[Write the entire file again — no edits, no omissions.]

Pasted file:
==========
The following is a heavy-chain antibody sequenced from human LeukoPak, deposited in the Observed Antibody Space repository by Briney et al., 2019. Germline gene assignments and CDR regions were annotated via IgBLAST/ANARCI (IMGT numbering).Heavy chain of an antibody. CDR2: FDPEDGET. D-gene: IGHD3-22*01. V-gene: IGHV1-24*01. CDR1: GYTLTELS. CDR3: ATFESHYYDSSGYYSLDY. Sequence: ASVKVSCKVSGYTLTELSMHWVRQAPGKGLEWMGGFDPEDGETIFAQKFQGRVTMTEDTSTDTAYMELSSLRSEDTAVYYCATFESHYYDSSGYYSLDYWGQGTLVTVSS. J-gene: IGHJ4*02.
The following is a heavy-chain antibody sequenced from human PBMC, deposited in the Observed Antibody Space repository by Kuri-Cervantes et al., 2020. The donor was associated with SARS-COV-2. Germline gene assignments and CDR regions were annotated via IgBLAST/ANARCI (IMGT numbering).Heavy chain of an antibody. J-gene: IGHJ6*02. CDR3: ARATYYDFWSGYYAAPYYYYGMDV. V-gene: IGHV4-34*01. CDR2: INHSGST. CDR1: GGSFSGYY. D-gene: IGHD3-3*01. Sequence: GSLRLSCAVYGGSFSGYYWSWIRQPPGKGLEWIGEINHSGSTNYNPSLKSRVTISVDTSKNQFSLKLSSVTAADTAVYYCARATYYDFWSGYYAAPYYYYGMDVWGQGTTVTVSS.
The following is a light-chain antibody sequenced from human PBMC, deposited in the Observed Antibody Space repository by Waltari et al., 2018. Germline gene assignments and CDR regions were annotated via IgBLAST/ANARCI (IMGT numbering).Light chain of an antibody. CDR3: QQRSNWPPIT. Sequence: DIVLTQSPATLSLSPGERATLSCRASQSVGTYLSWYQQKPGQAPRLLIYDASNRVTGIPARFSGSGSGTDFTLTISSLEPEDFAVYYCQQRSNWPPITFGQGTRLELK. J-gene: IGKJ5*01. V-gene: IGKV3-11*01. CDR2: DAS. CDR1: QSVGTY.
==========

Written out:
The following is a heavy-chain antibody sequenced from human LeukoPak, deposited in the Observed Antibody Space repository by Briney et al., 2019. Germline gene assignments and CDR regions were annotated via IgBLAST/ANARCI (IMGT numbering).Heavy chain of an antibody. CDR2: FDPEDGET. D-gene: IGHD3-22*01. V-gene: IGHV1-24*01. CDR1: GYTLTELS. CDR3: ATFESHYYDSSGYYSLDY. Sequence: ASVKVSCKVSGYTLTELSMHWVRQAPGKGLEWMGGFDPEDGETIFAQKFQGRVTMTEDTSTDTAYMELSSLRSEDTAVYYCATFESHYYDSSGYYSLDYWGQGTLVTVSS. J-gene: IGHJ4*02.
The following is a heavy-chain antibody sequenced from human PBMC, deposited in the Observed Antibody Space repository by Kuri-Cervantes et al., 2020. The donor was associated with SARS-COV-2. Germline gene assignments and CDR regions were annotated via IgBLAST/ANARCI (IMGT numbering).Heavy chain of an antibody. J-gene: IGHJ6*02. CDR3: ARATYYDFWSGYYAAPYYYYGMDV. V-gene: IGHV4-34*01. CDR2: INHSGST. CDR1: GGSFSGYY. D-gene: IGHD3-3*01. Sequence: GSLRLSCAVYGGSFSGYYWSWIRQPPGKGLEWIGEINHSGSTNYNPSLKSRVTISVDTSKNQFSLKLSSVTAADTAVYYCARATYYDFWSGYYAAPYYYYGMDVWGQGTTVTVSS.
The following is a light-chain antibody sequenced from human PBMC, deposited in the Observed Antibody Space repository by Waltari et al., 2018. Germline gene assignments and CDR regions were annotated via IgBLAST/ANARCI (IMGT numbering).Light chain of an antibody. CDR3: QQRSNWPPIT. Sequence: DIVLTQSPATLSLSPGERATLSCRASQSVGTYLSWYQQKPGQAPRLLIYDASNRVTGIPARFSGSGSGTDFTLTISSLEPEDFAVYYCQQRSNWPPITFGQGTRLELK. J-gene: IGKJ5*01. V-gene: IGKV3-11*01. CDR2: DAS. CDR1: QSVGTY.